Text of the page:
Dr. Iswanto Sucandy showing patient a something on a laptop.

From Pill Cams to Deep Enteroscopy, We Have Ways to See Inside the Small Intestine

Looking inside the small intestine can be important for conditions such as gastrointestinal bleeding, polyps and cancer of the small intestine, iron deficiency anemia and Crohn’s disease. Seeing the small intestine from within wasn’t even possible at the start of the new millennium. However today, AdventHealth Digestive Institute physicians are able to do this with cutting-edge capsule endoscopy and deep enteroscopy technology.

Capsule Endoscopy (Small Bowel Pill Cam)

Capsule endoscopy involves a one-inch capsule that contains a camera. The patient swallows the capsule like a vitamin, and the camera transmits images to a recorder the patient wears on his or her belt. The capsule passes through the entire digestive tract until the body naturally eliminates it. The procedure involves prep similar to that for colonoscopy, and the actual capsule endoscopy takes eight hours or less if the camera passes through the digestive tract sooner. During its travels, the capsule camera takes tens of thousands of pictures. These pictures are then pieced together into a video for the doctor to review.

This video gives the doctor a better view of:

  • Polyps or lesions
  • Small bowel strictures
  • Lodged foreign objects

Deep Enteroscopy

While capsule endoscopy cannot be used to treat the conditions it discovers, that is where deep enteroscopy comes in. The average adult small intestine is 20 feet long, so the entire length cannot be reached by an endoscope. A balloon-assisted enteroscope is made up of a very thin, flexible, light-and-camera-equipped scope covered by another tube. Attached to the end of the enteroscope is a balloon. The balloon is inflated against the walls of the small intestine, which allows the scope to advance through the intestine. The balloon is then deflated and moved farther into the small intestine. Then the process repeats itself through the full length of the small intestine. The procedure may take several hours and is usually performed under general anesthesia. An enteroscope is usually inserted through the mouth. However, it can be used through the rectum when problem areas are near the end of the small intestine or if the entire small intestine cannot be seen from the top end.

What Small Bowel Endoscopy Involves

Preparing for a capsule endoscopy or deep enteroscopy involves fasting for several hours prior to the procedure and stopping certain medications. After swallowing the camera, most patients can drink clear liquids two hours later and eat a small meal four hours later. They can go about their normal activities during the study. Patients who have had a deep enteroscopy will want to rest afterward because of the anesthesia.

Risks Associated with Small Bowel Endoscopy

Capsule endoscopy is not used for patients with obstructions in their small intestines. This is because there is a slight risk the capsule could get stuck. Should this happen, usually the capsule eventually breaks free. However, occasionally another procedure is needed to retrieve the capsule. The risks associated with deep enteroscopy are similar to upper endoscopy or colonoscopy. There’s a very slight risk of puncturing the intestine wall, and there’s a small risk of bleeding, especially if a biopsy or treatment procedure is performed.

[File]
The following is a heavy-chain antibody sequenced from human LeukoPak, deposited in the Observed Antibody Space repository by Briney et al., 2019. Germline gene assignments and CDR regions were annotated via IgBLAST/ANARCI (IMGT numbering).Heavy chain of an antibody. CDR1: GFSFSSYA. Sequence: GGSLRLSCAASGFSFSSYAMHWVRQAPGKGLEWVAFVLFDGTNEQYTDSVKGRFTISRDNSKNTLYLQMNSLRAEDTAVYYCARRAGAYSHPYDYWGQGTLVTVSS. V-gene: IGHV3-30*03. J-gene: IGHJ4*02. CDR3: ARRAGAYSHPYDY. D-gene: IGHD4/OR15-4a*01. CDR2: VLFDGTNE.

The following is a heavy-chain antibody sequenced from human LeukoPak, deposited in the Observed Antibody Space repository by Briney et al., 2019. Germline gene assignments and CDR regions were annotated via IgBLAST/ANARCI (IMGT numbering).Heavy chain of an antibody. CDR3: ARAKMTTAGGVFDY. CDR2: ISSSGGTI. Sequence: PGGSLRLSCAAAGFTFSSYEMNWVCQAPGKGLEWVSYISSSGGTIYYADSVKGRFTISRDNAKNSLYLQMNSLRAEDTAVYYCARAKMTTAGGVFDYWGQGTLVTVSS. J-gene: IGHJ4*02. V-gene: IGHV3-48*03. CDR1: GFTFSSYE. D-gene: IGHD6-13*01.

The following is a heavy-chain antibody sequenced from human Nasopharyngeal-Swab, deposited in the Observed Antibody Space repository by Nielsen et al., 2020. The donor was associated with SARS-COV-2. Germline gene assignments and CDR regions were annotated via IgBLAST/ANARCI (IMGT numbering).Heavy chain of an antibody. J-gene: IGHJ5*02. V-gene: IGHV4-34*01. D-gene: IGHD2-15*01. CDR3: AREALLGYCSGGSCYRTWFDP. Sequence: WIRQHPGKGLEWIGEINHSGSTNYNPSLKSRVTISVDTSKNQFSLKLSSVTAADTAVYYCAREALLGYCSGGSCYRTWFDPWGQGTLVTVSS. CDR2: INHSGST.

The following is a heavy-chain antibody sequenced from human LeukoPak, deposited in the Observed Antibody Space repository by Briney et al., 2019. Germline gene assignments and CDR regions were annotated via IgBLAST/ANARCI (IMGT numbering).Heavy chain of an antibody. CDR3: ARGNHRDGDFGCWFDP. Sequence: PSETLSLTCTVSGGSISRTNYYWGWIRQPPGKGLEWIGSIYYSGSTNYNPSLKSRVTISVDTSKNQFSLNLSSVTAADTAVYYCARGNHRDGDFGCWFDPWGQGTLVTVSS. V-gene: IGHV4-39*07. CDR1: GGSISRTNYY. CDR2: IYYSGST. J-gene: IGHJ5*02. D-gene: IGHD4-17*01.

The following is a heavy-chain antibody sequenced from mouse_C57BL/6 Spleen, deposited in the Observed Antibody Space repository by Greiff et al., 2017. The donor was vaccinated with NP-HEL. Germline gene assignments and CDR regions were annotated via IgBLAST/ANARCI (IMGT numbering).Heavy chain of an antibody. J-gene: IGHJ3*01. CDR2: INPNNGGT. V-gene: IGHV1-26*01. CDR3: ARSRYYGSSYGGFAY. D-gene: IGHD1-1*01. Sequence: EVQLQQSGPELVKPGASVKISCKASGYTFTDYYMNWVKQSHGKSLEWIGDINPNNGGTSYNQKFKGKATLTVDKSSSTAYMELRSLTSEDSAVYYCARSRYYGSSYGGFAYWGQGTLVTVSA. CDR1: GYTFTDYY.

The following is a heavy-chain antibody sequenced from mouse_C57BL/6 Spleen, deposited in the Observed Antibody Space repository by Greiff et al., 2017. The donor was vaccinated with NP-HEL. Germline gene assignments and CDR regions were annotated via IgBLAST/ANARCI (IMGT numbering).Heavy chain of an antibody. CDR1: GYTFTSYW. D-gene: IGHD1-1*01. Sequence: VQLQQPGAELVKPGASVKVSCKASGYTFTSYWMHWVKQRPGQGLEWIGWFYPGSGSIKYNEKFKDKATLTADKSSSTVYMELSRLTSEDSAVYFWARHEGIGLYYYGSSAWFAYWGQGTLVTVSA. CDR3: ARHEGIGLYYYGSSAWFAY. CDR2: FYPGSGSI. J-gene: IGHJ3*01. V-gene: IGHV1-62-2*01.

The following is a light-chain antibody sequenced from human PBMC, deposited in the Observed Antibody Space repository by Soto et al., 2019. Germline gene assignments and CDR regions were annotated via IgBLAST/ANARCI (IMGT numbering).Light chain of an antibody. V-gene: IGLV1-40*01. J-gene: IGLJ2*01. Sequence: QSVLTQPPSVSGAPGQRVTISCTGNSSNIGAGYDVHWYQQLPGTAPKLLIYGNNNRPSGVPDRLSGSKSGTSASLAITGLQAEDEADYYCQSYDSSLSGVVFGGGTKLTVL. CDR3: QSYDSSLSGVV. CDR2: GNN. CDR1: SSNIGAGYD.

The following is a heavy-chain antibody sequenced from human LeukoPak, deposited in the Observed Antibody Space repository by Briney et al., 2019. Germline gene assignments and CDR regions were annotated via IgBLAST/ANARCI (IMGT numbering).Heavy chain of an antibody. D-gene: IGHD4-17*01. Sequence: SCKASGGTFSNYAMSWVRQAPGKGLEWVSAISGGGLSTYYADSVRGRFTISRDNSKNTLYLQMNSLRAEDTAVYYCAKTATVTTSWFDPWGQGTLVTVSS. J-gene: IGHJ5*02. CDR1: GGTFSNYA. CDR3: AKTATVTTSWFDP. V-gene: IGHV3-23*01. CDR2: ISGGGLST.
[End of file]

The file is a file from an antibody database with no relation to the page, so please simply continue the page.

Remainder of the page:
Endoscopy Services

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  • Upper Endoscopy / Esophagogastroduodenoscopy (EGD)

    An upper endoscopy helps doctors look at the esophagus, stomach and first part of the small intestine and can help diagnose a range of conditions.

  • Capsule Endoscopy and Deep Enteroscopy

    A capsule endoscopy allows doctors to see into the small intestine, which can be important in diagnosis gastrointestinal bleeding, polyps and cancer.

  • Colonoscopy / Flexible Sigmoidoscopy

    A colonoscopy or sigmoidoscopy is a way for doctors to see inside the colon and rectum to identify issues and perform biopsies.

  • Endoscopic Retrograde Cholangiopancreatography (ERCP)

    Doctors at AdventHealth Digestive Institute use ERCP for Pancreas, Gallbladder and Bile Duct Imaging and Advanced Endoscopic Treatment.

  • Endoscopic Ultrasound (EUS)

    Endoscopic Ultrasound. Comprehensive health services are offered at our Digestive Health Institute. We are invested in your long-term health goals.

  • High Resolution Anoscopy (HRA)

    Colorectal Surgeons at AdventHealth Digestive Institute are HRA Providers (High Resolution Anoscopy) for Anal Cancer Screening.

  • Acid Reflux Measuring Tests

    Doctors at the AdventHealth Digestive Institute Mickle Center for Reflux and Esophageal Conditions use outpatient tests to measure Acid Reflux.

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Meet The Experts

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Dr. Michael Harris.

Michael Harris



Marian Hanhan

Marian Hanhan


Physician Assistant

Christina Hill

Christina Hill


Physician Assistant

Justin R. Lawandales

Justin R. Lawandales


Nurse Practitioner

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At AdventHealth Digestive Institute, we know that after being diagnosed with cancer, patients want and often need to begin treatment quickly. So we make it a priority to offer appointments for cancer surgery consultations within five business days, and often earlier.

Patients who are newly diagnosed with cancer, or have just found out they have cancer again, qualify for this priority access. Our surgeons will make themselves available to see you right away, even for a second opinion. We want to help you start your treatment as soon as possible.

News and Info

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